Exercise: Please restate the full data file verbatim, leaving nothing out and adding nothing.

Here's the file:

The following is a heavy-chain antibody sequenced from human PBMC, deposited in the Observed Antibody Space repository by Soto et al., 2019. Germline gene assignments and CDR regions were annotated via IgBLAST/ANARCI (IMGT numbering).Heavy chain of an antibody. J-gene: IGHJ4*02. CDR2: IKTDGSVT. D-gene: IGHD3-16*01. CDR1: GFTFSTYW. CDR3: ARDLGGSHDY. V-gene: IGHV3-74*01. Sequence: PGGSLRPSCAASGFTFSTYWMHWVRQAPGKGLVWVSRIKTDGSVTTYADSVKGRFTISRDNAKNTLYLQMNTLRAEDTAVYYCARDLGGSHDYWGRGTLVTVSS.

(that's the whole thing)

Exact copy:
The following is a heavy-chain antibody sequenced from human PBMC, deposited in the Observed Antibody Space repository by Soto et al., 2019. Germline gene assignments and CDR regions were annotated via IgBLAST/ANARCI (IMGT numbering).Heavy chain of an antibody. J-gene: IGHJ4*02. CDR2: IKTDGSVT. D-gene: IGHD3-16*01. CDR1: GFTFSTYW. CDR3: ARDLGGSHDY. V-gene: IGHV3-74*01. Sequence: PGGSLRPSCAASGFTFSTYWMHWVRQAPGKGLVWVSRIKTDGSVTTYADSVKGRFTISRDNAKNTLYLQMNTLRAEDTAVYYCARDLGGSHDYWGRGTLVTVSS.